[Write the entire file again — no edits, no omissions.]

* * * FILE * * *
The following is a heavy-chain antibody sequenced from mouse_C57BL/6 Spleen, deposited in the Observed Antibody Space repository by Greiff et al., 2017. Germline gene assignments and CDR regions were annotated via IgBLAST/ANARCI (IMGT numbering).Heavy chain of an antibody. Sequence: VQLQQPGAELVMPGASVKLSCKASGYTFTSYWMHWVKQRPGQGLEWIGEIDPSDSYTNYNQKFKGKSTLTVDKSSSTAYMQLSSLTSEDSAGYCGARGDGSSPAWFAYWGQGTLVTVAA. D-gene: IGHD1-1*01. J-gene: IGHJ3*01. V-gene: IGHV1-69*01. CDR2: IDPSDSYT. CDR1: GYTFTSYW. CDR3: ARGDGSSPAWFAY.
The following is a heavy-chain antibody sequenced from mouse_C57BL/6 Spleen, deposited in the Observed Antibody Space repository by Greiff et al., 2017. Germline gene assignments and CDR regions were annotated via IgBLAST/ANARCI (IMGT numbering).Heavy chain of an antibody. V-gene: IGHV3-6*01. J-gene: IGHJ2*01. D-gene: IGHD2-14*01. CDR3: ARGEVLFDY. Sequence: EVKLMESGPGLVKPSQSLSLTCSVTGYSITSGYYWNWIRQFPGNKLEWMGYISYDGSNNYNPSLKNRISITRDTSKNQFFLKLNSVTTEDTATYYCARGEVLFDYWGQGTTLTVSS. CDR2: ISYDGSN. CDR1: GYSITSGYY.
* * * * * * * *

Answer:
The following is a heavy-chain antibody sequenced from mouse_C57BL/6 Spleen, deposited in the Observed Antibody Space repository by Greiff et al., 2017. Germline gene assignments and CDR regions were annotated via IgBLAST/ANARCI (IMGT numbering).Heavy chain of an antibody. Sequence: VQLQQPGAELVMPGASVKLSCKASGYTFTSYWMHWVKQRPGQGLEWIGEIDPSDSYTNYNQKFKGKSTLTVDKSSSTAYMQLSSLTSEDSAGYCGARGDGSSPAWFAYWGQGTLVTVAA. D-gene: IGHD1-1*01. J-gene: IGHJ3*01. V-gene: IGHV1-69*01. CDR2: IDPSDSYT. CDR1: GYTFTSYW. CDR3: ARGDGSSPAWFAY.
The following is a heavy-chain antibody sequenced from mouse_C57BL/6 Spleen, deposited in the Observed Antibody Space repository by Greiff et al., 2017. Germline gene assignments and CDR regions were annotated via IgBLAST/ANARCI (IMGT numbering).Heavy chain of an antibody. V-gene: IGHV3-6*01. J-gene: IGHJ2*01. D-gene: IGHD2-14*01. CDR3: ARGEVLFDY. Sequence: EVKLMESGPGLVKPSQSLSLTCSVTGYSITSGYYWNWIRQFPGNKLEWMGYISYDGSNNYNPSLKNRISITRDTSKNQFFLKLNSVTTEDTATYYCARGEVLFDYWGQGTTLTVSS. CDR2: ISYDGSN. CDR1: GYSITSGYY.